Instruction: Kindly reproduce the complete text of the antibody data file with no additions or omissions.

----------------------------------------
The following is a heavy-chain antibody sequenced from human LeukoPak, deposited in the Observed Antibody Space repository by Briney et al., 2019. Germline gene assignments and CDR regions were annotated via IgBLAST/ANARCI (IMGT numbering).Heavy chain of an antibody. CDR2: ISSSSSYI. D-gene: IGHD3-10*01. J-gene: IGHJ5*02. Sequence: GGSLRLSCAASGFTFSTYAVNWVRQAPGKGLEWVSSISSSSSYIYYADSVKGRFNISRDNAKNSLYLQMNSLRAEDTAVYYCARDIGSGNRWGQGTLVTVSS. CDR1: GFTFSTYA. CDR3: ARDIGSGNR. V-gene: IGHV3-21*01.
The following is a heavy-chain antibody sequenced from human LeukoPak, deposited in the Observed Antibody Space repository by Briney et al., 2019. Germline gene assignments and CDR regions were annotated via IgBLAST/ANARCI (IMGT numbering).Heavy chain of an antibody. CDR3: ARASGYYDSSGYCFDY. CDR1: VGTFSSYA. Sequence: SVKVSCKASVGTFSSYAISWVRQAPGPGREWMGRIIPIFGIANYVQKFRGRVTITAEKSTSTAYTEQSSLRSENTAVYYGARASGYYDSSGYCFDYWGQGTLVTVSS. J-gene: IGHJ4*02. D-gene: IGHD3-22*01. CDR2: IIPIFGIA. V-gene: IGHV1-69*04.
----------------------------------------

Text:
The following is a heavy-chain antibody sequenced from human LeukoPak, deposited in the Observed Antibody Space repository by Briney et al., 2019. Germline gene assignments and CDR regions were annotated via IgBLAST/ANARCI (IMGT numbering).Heavy chain of an antibody. CDR2: ISSSSSYI. D-gene: IGHD3-10*01. J-gene: IGHJ5*02. Sequence: GGSLRLSCAASGFTFSTYAVNWVRQAPGKGLEWVSSISSSSSYIYYADSVKGRFNISRDNAKNSLYLQMNSLRAEDTAVYYCARDIGSGNRWGQGTLVTVSS. CDR1: GFTFSTYA. CDR3: ARDIGSGNR. V-gene: IGHV3-21*01.
The following is a heavy-chain antibody sequenced from human LeukoPak, deposited in the Observed Antibody Space repository by Briney et al., 2019. Germline gene assignments and CDR regions were annotated via IgBLAST/ANARCI (IMGT numbering).Heavy chain of an antibody. CDR3: ARASGYYDSSGYCFDY. CDR1: VGTFSSYA. Sequence: SVKVSCKASVGTFSSYAISWVRQAPGPGREWMGRIIPIFGIANYVQKFRGRVTITAEKSTSTAYTEQSSLRSENTAVYYGARASGYYDSSGYCFDYWGQGTLVTVSS. J-gene: IGHJ4*02. D-gene: IGHD3-22*01. CDR2: IIPIFGIA. V-gene: IGHV1-69*04.